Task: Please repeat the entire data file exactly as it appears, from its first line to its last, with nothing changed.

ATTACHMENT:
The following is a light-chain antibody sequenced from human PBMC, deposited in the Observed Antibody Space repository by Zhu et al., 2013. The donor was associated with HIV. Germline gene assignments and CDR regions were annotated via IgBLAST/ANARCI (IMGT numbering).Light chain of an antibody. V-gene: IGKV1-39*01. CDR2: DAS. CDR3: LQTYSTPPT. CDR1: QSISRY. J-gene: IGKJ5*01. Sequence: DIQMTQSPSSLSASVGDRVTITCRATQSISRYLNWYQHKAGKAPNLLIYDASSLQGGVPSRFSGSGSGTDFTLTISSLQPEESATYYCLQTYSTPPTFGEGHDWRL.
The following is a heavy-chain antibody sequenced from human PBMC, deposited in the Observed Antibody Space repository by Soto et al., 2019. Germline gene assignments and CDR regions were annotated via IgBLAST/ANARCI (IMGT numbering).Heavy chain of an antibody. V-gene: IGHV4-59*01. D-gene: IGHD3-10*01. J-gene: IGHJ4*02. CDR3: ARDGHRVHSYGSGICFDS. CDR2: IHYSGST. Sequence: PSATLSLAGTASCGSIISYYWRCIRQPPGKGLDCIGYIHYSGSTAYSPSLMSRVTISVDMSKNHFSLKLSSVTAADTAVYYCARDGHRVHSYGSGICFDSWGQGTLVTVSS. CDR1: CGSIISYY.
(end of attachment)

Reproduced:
The following is a light-chain antibody sequenced from human PBMC, deposited in the Observed Antibody Space repository by Zhu et al., 2013. The donor was associated with HIV. Germline gene assignments and CDR regions were annotated via IgBLAST/ANARCI (IMGT numbering).Light chain of an antibody. V-gene: IGKV1-39*01. CDR2: DAS. CDR3: LQTYSTPPT. CDR1: QSISRY. J-gene: IGKJ5*01. Sequence: DIQMTQSPSSLSASVGDRVTITCRATQSISRYLNWYQHKAGKAPNLLIYDASSLQGGVPSRFSGSGSGTDFTLTISSLQPEESATYYCLQTYSTPPTFGEGHDWRL.
The following is a heavy-chain antibody sequenced from human PBMC, deposited in the Observed Antibody Space repository by Soto et al., 2019. Germline gene assignments and CDR regions were annotated via IgBLAST/ANARCI (IMGT numbering).Heavy chain of an antibody. V-gene: IGHV4-59*01. D-gene: IGHD3-10*01. J-gene: IGHJ4*02. CDR3: ARDGHRVHSYGSGICFDS. CDR2: IHYSGST. Sequence: PSATLSLAGTASCGSIISYYWRCIRQPPGKGLDCIGYIHYSGSTAYSPSLMSRVTISVDMSKNHFSLKLSSVTAADTAVYYCARDGHRVHSYGSGICFDSWGQGTLVTVSS. CDR1: CGSIISYY.